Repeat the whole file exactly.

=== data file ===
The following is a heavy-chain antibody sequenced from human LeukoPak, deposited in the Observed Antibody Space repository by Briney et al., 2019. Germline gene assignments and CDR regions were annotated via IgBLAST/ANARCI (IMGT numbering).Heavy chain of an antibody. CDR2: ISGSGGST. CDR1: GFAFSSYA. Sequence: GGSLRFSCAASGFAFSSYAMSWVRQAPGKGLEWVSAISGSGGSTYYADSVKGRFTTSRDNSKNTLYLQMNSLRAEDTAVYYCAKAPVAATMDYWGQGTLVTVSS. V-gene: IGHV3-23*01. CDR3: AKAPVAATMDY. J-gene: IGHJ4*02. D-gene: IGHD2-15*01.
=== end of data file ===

The following is a heavy-chain antibody sequenced from human LeukoPak, deposited in the Observed Antibody Space repository by Briney et al., 2019. Germline gene assignments and CDR regions were annotated via IgBLAST/ANARCI (IMGT numbering).Heavy chain of an antibody. CDR2: ISGSGGST. CDR1: GFAFSSYA. Sequence: GGSLRFSCAASGFAFSSYAMSWVRQAPGKGLEWVSAISGSGGSTYYADSVKGRFTTSRDNSKNTLYLQMNSLRAEDTAVYYCAKAPVAATMDYWGQGTLVTVSS. V-gene: IGHV3-23*01. CDR3: AKAPVAATMDY. J-gene: IGHJ4*02. D-gene: IGHD2-15*01.